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What nitrogen-containing base pairs are found in a DNA molecule?


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Adenine Thymine Guanine Cytosine Adenine and Thymine go together and Guanine and Cytosine got together on the DNA stand
Nucleic acids are linear polymers of nucleotides. Each nucleotide consists of three components: a nucleobase, a pentose sugar, and a phosphate group . The substructure consisting of a nucleobase plus sugar is termed a nucleoside.

Nucleic acid types differ in the structure of the sugar in their nucleotides - DNA contains 2'-deoxyribose while RNA contains ribose, where the only difference is the presence of a hydroxyl group.

The nucleobases found in the two nucleic acid types are also different: adenine (A), cytosine (C), and guanine (G) are found in both RNA and DNA, while thymine (T) occurs in DNA and uracil (U) occurs in RNA.

The nucleobases are classified into two families on the ground of the type of heterocyclic compounds they contain, that is what kind of aromatic rings where one or more carbon is substituted by other atoms.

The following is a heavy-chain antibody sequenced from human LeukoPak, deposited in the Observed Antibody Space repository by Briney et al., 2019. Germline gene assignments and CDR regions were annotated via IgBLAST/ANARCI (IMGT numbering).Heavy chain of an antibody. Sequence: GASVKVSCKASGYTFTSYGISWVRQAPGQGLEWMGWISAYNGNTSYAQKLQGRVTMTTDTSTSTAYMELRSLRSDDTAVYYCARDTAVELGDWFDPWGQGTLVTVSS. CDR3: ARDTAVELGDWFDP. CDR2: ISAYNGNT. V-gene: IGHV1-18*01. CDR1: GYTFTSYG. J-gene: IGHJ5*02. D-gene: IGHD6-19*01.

In particular the purines (A and G) present a structure containing connected five- and six-membered heterocyclic compounds, while the pyrimidines, C, T and U) presents only a six membered ring.

The double strand typical of DNA and of many zones of the secondary and tertiary structure of RNA is based on coupling between complementary nucleobases: in particular the couples A-T and C-G are resent in DNA, while A-U is present in RNA instead of A-T.

Non-standard nucleosides are also found in both RNA and DNA and usually arise from modification of the standard nucleosides. Transfer RNA (tRNA) molecules contain a particularly large number of modified nucleosides.